Novelist and professor J.R.R. Tolkien’s The Lord of the Rings trilogy, the prequel The Hobbit, and legendarium The Simillarion are regarded as some of the most iconic works of fantasy fiction. While he never finished another proper book series based on Middle-earth, his son Christopher Tolkien did edit and release several works such as The Unfinished Tales.
However, it is in The People of Middle-earth where we find a true gem: a sequel that the elder Tolkien began titled “The New Shadow.” A hefty first chapter is written before the author seemingly decided to discontinue it, not wanting it to take away from the original trilogy.
What does it consist of? Through the unfinished manuscript, we get a glimpse:
Taking place 105 years after the fall of Sauron, Gondor finds itself in a time of Great Peace where Orcs are just legends, seemingly making the citizens complacent. A young man named Saelon and an old man known as Borlas, son of Beregond, have a discussion in an orchard, believing something sinister is growing in Gondor and sense a Dark Tree rising. Saelon hints that he knows more than he lets on about it, mentioning the phrase “Herumor,” a Sindarin word for ‘Dark Lord.’ He offers to meet Borlas after dark and take him to see something of interest. The older man thinks this might be a trap, but decides to go along anyway. As he returns home to get his coat, he senses that something sinister is in the wind.
No one knows his intention, we only speculate based on his letters or books. In the novel, The Mouth of Sauron’s fate is unknown after his encounter with Gandalf and Aragon. Perhaps he could have been involved. Tolkien hinted to one colleague that the Blue Wizards may have become corrupted while they were in the East, making them a possible antagonist for the novel.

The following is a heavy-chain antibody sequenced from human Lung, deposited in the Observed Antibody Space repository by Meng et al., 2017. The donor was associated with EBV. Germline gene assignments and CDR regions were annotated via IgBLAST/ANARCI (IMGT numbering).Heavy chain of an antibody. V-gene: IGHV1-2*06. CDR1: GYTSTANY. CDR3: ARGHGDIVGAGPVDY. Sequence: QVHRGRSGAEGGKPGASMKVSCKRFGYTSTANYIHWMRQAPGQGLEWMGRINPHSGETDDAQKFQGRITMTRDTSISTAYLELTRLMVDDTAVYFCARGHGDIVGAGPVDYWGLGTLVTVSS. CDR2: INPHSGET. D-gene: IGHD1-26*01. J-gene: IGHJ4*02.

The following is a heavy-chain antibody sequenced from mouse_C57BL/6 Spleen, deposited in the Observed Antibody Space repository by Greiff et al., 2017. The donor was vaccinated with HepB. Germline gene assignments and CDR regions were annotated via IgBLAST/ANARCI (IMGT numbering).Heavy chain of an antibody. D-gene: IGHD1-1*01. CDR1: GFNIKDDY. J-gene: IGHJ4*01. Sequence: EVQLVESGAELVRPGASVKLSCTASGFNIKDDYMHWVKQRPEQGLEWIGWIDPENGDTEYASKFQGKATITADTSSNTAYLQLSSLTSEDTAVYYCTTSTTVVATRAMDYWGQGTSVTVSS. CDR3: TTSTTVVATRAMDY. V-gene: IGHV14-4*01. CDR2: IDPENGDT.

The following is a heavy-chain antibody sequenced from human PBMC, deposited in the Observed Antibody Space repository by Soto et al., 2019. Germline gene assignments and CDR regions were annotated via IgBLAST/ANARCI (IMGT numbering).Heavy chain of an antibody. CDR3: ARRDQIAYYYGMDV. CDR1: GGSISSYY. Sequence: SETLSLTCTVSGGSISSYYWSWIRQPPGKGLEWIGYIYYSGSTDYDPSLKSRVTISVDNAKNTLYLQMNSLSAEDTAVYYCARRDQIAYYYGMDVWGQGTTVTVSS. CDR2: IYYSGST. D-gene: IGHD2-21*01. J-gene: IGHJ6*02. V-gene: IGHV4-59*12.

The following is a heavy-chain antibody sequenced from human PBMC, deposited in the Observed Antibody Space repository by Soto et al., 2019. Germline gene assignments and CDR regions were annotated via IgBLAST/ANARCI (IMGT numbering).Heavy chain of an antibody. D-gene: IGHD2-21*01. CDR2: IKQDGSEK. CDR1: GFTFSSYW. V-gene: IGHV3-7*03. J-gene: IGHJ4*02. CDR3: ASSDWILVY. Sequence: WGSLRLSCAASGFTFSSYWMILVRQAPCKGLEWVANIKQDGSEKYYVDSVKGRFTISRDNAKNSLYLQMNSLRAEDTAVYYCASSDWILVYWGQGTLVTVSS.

Whatever the case may be, the only thing we know for sure is that Tolkien opted not to continue with the project.
The Letters of J.R.R. Tolkien reveal his thoughts: “I did begin a story placed about 100 years after the Downfall, but it proved both sinister and depressing. Since we are dealing with Men it is inevitable that we should be concerned with the most regrettable feature of their nature: their quick satiety with good. So that the people of Gondor in times of peace, justice and prosperity, would become discontented and restless — while the dynasts descended from Aragorn would become just kings and governors — like Denethor or worse. I found that even so early there was an outcrop of revolutionary plots, about a centre of secret Satanistic religion; while Gondorian boys were playing at being Orcs and going around doing damage. I could have written a ‘thriller’ about the plot and its discovery and overthrow — but it would have been just that. Not worth doing.”
While it is a shame that fans of Middle-Earth will not get to enjoy this possible novel, I do understand his thought process. When something as great as The Lord of the Rings is written, it is hard to follow up on the great success of creating an instant classic.
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